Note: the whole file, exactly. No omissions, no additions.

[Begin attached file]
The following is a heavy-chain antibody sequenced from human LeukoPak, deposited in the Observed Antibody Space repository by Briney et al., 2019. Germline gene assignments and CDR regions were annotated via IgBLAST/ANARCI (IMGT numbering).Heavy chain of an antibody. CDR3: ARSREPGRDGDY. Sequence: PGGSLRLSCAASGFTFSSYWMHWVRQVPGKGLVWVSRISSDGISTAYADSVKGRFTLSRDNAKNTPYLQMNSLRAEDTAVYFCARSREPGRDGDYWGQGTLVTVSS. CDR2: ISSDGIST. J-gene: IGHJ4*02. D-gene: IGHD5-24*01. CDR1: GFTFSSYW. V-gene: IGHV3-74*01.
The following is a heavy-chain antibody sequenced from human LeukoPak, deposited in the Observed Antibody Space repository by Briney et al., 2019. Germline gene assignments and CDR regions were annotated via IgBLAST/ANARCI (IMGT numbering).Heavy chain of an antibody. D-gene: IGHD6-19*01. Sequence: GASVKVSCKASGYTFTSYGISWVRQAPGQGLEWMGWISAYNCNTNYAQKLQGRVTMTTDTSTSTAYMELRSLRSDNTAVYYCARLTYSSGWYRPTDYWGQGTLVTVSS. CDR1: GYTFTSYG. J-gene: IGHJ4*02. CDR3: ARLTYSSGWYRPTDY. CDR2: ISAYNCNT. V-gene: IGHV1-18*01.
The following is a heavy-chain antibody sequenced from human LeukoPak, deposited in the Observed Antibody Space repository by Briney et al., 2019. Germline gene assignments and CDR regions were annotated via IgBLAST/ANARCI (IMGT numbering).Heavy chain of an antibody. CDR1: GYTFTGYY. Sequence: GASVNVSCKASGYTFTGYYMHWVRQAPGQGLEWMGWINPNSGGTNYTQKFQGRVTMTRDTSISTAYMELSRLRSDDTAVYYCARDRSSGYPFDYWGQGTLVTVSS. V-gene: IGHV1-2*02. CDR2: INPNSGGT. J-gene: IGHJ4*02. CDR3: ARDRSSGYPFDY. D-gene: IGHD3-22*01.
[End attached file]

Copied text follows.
The following is a heavy-chain antibody sequenced from human LeukoPak, deposited in the Observed Antibody Space repository by Briney et al., 2019. Germline gene assignments and CDR regions were annotated via IgBLAST/ANARCI (IMGT numbering).Heavy chain of an antibody. CDR3: ARSREPGRDGDY. Sequence: PGGSLRLSCAASGFTFSSYWMHWVRQVPGKGLVWVSRISSDGISTAYADSVKGRFTLSRDNAKNTPYLQMNSLRAEDTAVYFCARSREPGRDGDYWGQGTLVTVSS. CDR2: ISSDGIST. J-gene: IGHJ4*02. D-gene: IGHD5-24*01. CDR1: GFTFSSYW. V-gene: IGHV3-74*01.
The following is a heavy-chain antibody sequenced from human LeukoPak, deposited in the Observed Antibody Space repository by Briney et al., 2019. Germline gene assignments and CDR regions were annotated via IgBLAST/ANARCI (IMGT numbering).Heavy chain of an antibody. D-gene: IGHD6-19*01. Sequence: GASVKVSCKASGYTFTSYGISWVRQAPGQGLEWMGWISAYNCNTNYAQKLQGRVTMTTDTSTSTAYMELRSLRSDNTAVYYCARLTYSSGWYRPTDYWGQGTLVTVSS. CDR1: GYTFTSYG. J-gene: IGHJ4*02. CDR3: ARLTYSSGWYRPTDY. CDR2: ISAYNCNT. V-gene: IGHV1-18*01.
The following is a heavy-chain antibody sequenced from human LeukoPak, deposited in the Observed Antibody Space repository by Briney et al., 2019. Germline gene assignments and CDR regions were annotated via IgBLAST/ANARCI (IMGT numbering).Heavy chain of an antibody. CDR1: GYTFTGYY. Sequence: GASVNVSCKASGYTFTGYYMHWVRQAPGQGLEWMGWINPNSGGTNYTQKFQGRVTMTRDTSISTAYMELSRLRSDDTAVYYCARDRSSGYPFDYWGQGTLVTVSS. V-gene: IGHV1-2*02. CDR2: INPNSGGT. J-gene: IGHJ4*02. CDR3: ARDRSSGYPFDY. D-gene: IGHD3-22*01.